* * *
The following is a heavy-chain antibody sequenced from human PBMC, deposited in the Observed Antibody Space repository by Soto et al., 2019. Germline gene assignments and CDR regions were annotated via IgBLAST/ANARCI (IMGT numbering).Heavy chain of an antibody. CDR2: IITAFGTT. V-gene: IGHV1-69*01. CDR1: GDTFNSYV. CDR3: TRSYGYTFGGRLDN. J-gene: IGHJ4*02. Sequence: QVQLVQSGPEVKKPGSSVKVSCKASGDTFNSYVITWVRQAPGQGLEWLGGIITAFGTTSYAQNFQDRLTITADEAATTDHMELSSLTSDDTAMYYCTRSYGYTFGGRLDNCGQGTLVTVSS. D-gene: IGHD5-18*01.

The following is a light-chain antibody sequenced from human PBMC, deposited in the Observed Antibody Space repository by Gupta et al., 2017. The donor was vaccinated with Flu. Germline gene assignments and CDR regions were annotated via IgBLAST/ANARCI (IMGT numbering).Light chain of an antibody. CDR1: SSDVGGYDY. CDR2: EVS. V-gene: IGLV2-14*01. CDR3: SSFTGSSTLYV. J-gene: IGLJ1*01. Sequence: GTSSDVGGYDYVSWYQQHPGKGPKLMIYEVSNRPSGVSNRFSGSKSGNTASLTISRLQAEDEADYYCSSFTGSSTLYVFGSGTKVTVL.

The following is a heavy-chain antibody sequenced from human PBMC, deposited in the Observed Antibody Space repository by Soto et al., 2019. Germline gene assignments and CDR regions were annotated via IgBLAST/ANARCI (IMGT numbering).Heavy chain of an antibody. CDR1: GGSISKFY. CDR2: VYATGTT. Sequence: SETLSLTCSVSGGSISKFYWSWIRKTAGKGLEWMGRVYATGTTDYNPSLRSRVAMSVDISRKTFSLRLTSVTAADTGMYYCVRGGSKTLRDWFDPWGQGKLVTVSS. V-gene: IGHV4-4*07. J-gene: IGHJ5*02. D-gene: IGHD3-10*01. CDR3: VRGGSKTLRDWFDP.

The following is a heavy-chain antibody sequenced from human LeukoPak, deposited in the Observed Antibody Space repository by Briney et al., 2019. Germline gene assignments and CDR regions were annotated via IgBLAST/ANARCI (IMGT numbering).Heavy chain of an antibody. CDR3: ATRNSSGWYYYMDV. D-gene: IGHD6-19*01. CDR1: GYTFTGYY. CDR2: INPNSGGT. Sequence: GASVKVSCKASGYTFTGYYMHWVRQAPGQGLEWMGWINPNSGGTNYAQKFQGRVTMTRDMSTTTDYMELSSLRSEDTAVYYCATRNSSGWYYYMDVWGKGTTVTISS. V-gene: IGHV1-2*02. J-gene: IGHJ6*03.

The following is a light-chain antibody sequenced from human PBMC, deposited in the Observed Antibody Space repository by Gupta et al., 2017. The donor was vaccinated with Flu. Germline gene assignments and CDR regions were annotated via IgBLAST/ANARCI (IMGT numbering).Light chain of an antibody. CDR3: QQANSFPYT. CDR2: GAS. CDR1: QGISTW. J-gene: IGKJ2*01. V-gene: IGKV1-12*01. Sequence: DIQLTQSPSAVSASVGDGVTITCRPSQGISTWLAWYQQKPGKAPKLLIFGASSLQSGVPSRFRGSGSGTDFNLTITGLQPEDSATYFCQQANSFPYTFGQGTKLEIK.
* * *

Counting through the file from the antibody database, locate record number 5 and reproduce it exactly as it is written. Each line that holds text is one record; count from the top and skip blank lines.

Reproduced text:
The following is a light-chain antibody sequenced from human PBMC, deposited in the Observed Antibody Space repository by Gupta et al., 2017. The donor was vaccinated with Flu. Germline gene assignments and CDR regions were annotated via IgBLAST/ANARCI (IMGT numbering).Light chain of an antibody. CDR3: QQANSFPYT. CDR2: GAS. CDR1: QGISTW. J-gene: IGKJ2*01. V-gene: IGKV1-12*01. Sequence: DIQLTQSPSAVSASVGDGVTITCRPSQGISTWLAWYQQKPGKAPKLLIFGASSLQSGVPSRFRGSGSGTDFNLTITGLQPEDSATYFCQQANSFPYTFGQGTKLEIK.